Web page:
Canadian courts have held that parents stand in a fiduciary relationship with their children. Some commentators take the view that this is an inappropriate and unwarranted extension of a set of concepts that were originally elaborated in the context of the management of property rights and other pecuniary interests. The goal of this article is to assess the characterization of parents as fiduciaries in the light of recent scholarship on fiduciary law. I argue that, while there are significant differences between the parent-child context and more established fiduciary categories, the characterization of the parent as a fiduciary toward his or her child nonetheless captures a central – indeed, a defining – element of the parent-child relationship, which is also a characteristic element of all established fiduciary relationships: namely, the possession of legal powers that are held in a managerial or other-regarding capacity for the benefit of another person. Every aspect of the traditional property-based fiduciary relationship finds its counterpart in the juridical relationship between a parent and his or her minor child. The ability of a parent to take account of his or her own interests in relation to some exercises of the parent’s decision-making powers is also found in many established fiduciary relationships. The recognition of parenthood as a fiduciary relationship leads to a better understanding of fiduciary relationships because it clarifies how such relationships are constituted, and it clarifies that they extend to any situation where one person is empowered and authorized to look after the interests of another, whether those interests be financial or entirely personal.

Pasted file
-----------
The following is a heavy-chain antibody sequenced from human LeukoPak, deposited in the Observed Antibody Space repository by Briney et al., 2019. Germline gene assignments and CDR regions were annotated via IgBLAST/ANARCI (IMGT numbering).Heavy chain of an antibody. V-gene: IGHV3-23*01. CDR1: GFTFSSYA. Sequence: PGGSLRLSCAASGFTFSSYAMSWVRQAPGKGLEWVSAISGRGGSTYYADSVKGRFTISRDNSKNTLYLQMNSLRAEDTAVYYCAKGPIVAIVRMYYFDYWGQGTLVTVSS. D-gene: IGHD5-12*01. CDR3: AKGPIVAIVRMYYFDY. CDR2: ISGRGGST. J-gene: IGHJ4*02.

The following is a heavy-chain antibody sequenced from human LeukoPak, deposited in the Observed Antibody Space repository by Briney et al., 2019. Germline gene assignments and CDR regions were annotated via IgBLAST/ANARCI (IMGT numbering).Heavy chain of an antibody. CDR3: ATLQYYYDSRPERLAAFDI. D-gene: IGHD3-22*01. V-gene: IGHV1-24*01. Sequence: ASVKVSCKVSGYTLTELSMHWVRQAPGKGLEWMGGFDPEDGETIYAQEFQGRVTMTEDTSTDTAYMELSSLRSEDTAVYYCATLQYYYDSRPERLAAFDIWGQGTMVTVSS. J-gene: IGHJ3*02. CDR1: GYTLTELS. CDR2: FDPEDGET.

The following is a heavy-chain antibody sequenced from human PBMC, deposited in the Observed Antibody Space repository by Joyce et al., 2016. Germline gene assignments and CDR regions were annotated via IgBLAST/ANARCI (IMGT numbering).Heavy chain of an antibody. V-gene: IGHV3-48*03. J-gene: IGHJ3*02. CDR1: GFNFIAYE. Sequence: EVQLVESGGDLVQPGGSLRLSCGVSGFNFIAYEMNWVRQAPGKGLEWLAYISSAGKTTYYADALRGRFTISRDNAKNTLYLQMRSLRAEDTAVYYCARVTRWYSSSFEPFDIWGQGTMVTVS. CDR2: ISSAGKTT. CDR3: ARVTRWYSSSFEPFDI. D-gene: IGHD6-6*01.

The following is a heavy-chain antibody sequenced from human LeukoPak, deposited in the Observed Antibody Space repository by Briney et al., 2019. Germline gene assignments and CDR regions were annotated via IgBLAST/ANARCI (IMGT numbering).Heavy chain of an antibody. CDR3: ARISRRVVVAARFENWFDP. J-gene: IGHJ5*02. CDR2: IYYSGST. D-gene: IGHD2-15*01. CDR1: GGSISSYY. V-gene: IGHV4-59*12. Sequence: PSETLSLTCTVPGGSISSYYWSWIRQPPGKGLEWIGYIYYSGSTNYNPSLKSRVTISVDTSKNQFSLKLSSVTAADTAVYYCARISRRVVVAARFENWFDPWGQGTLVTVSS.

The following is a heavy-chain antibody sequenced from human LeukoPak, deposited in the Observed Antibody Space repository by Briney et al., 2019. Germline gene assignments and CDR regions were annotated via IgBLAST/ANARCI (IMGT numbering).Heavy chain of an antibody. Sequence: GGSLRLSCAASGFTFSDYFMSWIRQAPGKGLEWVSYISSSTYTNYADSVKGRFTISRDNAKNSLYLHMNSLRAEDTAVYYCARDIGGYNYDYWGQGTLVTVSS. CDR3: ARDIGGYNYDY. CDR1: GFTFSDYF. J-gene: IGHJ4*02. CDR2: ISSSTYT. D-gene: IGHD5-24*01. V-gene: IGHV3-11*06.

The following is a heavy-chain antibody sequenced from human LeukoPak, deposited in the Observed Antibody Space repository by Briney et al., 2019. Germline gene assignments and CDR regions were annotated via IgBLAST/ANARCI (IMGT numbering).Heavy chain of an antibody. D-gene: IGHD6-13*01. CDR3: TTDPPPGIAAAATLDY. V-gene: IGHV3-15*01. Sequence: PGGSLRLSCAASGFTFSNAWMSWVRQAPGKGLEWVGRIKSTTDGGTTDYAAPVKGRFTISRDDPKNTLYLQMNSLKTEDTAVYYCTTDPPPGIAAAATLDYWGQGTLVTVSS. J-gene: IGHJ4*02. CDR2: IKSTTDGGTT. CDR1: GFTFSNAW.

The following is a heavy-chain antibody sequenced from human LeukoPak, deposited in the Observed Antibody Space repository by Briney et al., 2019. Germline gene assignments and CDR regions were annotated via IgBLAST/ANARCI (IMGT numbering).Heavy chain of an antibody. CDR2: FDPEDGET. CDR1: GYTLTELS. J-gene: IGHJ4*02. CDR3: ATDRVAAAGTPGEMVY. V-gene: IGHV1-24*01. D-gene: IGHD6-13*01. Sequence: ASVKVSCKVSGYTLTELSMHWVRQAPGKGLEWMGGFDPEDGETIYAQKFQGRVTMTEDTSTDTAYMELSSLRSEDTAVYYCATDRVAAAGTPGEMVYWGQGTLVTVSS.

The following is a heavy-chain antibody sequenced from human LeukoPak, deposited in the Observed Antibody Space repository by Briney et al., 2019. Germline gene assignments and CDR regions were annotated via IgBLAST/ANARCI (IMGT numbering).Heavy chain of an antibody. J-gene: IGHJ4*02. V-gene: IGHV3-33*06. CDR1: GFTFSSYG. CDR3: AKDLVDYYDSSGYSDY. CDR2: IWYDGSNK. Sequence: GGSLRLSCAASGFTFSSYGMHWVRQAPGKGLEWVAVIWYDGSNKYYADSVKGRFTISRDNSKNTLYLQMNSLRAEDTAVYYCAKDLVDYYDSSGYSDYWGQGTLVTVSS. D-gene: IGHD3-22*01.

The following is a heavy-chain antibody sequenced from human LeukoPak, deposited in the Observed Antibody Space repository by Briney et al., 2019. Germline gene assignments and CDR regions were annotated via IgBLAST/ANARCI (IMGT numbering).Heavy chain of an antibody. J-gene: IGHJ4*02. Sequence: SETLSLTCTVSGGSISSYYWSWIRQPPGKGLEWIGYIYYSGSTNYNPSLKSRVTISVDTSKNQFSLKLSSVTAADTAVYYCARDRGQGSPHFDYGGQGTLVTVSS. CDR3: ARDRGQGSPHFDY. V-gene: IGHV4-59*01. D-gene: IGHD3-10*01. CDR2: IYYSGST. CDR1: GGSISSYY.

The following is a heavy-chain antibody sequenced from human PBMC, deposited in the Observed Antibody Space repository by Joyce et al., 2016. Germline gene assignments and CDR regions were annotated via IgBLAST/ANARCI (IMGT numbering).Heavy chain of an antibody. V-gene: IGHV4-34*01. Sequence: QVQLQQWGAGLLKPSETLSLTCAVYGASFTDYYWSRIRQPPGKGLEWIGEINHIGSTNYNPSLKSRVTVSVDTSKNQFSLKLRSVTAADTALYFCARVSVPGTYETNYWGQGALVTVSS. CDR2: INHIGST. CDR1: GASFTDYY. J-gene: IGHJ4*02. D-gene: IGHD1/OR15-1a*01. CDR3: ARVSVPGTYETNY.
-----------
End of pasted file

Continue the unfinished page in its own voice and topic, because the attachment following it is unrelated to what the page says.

Lionel Smith, Parenthood is a fiduciary relationship, University of Toronto Law Journal. Published Online: June 29, 2020.